Potty training! Often seen as one of the most complicated and fearful times in the life of a parent, potty training can be frustrating at best. It shouldn’t be. And to be honest, you have to start out with a pretty flexible attitude, lest you get sucked in to worrying that your child is a human abnormality, which HE isn’t! He will get potty trained, and will not be the only kid in kindergarten that wears a diaper. Remember, just because you have decided, or read a book that make right now seem like the right time doesn’t mean your son agrees with you. If you meet excessive resistance, or see his progress going backwards, you may be pushing him too hard.
The first question that most parents have is, to sit or stand? Potty training boys is different from girls because they come with an entirely different expectation and package rules. Obviously, the men in your son’s lives stand up to tinkle in the potty. (Although they won’t admit they ‘tinkle’) However, the American Academy of Pediatrics, along with dozens of parenting experts recommend that you teach your little boy to use the potty sitting down. At first. Why? Essentially, because he will have to sit down to pee and have a bowel movement and this will make it consistent. Plus, depending on your son’s age, having him sit down to pee can make your bathroom much more sanitary, as few toddlers have the grace of coordination and body control to keep their piddle within the confines of the toilet.
Now, regardless of how old your son is, you should look for developmental milestones before undertaking the trials of potty training. The first thing is for your child to recognize when they have the urgency to go. Around the 12-month mark, most toddlers will recognize that they have to go and just go in their diaper as expected. It is a good idea for parents to start talking about pee and bowel movements around this point, so your child can associate urgency with going. Somewhere between 1 and 2, depending on the child, they will begin verbalizing that they peed or used the bathroom. Interject the words potty here as often as possible. This way they begin to associate potty and eliminating.
The next thing to look for is interest. Boys generally have an interest in potty training after the age of 2. Since they develop physically faster, they normally take a little longer than girls do. However, around 2 start allowing your son to accompany you and other family members to the potty. This way as he begins an interest in emulating the older people around him, using the bathroom will be something that he ‘wants’ to do as well. Wanting to use the potty like a big boy is definitely desirable and can serve as just enough motivation.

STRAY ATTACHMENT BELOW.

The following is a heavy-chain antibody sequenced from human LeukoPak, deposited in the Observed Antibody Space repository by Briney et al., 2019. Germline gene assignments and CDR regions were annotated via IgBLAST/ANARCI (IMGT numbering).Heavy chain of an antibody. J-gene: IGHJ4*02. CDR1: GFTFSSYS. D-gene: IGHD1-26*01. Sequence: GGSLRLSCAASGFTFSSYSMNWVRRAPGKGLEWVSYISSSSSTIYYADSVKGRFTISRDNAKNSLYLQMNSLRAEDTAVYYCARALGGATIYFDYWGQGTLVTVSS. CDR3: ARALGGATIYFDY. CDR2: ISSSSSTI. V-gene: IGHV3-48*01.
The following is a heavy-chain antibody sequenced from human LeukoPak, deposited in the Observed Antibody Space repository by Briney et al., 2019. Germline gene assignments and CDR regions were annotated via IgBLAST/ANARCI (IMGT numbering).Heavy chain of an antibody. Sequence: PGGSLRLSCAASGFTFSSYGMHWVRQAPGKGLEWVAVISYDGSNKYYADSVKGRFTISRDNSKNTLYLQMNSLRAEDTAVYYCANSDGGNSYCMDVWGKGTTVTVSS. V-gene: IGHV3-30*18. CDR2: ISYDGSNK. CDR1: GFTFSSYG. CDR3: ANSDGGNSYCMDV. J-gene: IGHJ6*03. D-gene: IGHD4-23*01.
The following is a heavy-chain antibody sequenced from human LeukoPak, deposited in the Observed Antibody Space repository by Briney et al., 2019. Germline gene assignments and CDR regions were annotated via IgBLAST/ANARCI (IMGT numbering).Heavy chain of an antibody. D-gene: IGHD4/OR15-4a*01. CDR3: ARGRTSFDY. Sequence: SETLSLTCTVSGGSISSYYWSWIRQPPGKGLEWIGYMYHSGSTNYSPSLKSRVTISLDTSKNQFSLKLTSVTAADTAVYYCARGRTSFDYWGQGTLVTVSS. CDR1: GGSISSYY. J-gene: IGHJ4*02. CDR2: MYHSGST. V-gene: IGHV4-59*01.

The next thing to consider is the potty chair. Potty chairs are great because you can pull them out in the living room, bedroom, or anywhere else you might be for easy use. Remember that potty training your son has to be convenient for him as well as for you. When they say they need to go, it usually means RIGHT NOW. You can buy either potty chairs that your son can sit on, or urinals to help in training your boy to stand up and pee. Choose one that he likes and although him to have some say so in picking it out. If you are teaching your son to pee sitting down, then get a potty chair that mimics a real potty so they won’t get confused. Place a plastic liner under it, and allow your boy to run around naked while you are potty training. If naked doesn’t work for you, then put him in some fantastic big boy britches so that he is able to feel the wetness.
One tip. While pull-ups are great, they still are able to contain most of the moisture. The problem with this is that few toddlers, boys, or girls are able to associate the feeling of going, with wetness. That is why using cotton underwear is your best choice!
Okay, so now you are potty training a boy. Then what? The first step is to take him to the bathroom at least once or twice an hour. You may want to set up a reward system where he gets an M&M or something when he uses the bathroom as incentive. You also should schedule the potty training for a 7-day period when you are going to be home so things will be consistent. When he drinks or eats, ask him if he needs to go. If you constantly ask him and take him to the potty chances are he will have fewer accidents. Yet, when an accident occurs, which it will remain calm. Potty training is about consistency and readiness. It isn’t something to shame your son about nor should you inflict any discipline.
At night, it is best to still wear a diaper or pull-up, as the urgency to go during the night will normally no wake boys until they are around 28 months old. However, during the day, put the diapers away. Talk about being a big boy. If your son seems interested in potty training, then stick with it. If it seems to be causing him to revert to a baby, then take a week or two break. You will be surprised how much of a difference a week or so can make.
Lastly, as potty training seems to be working, start teaching him how to urinate standing up. Many parents use fruit loops, cheerios, or other things in the potty in order to help him with him aim and make it fun. You will definitely need a step stool for him to use so that he can reach the potty properly. Teaching to lift the seat or not, is strictly about personal preference at this point.
One thing you will notice is that when you potty train a boy, they will realize that they can go anywhere, just like dad! don’t be surprised to see them out in the yard watering flowers, or taking a break in the middle of a playground should the urge hit them then and there. Whatever you do mom don’t let dad see you teach them how to wipe (or blot). Although any respectable mom may find it amazing that boys don’t do this, it is definitely not part of the acceptable code of male ethics!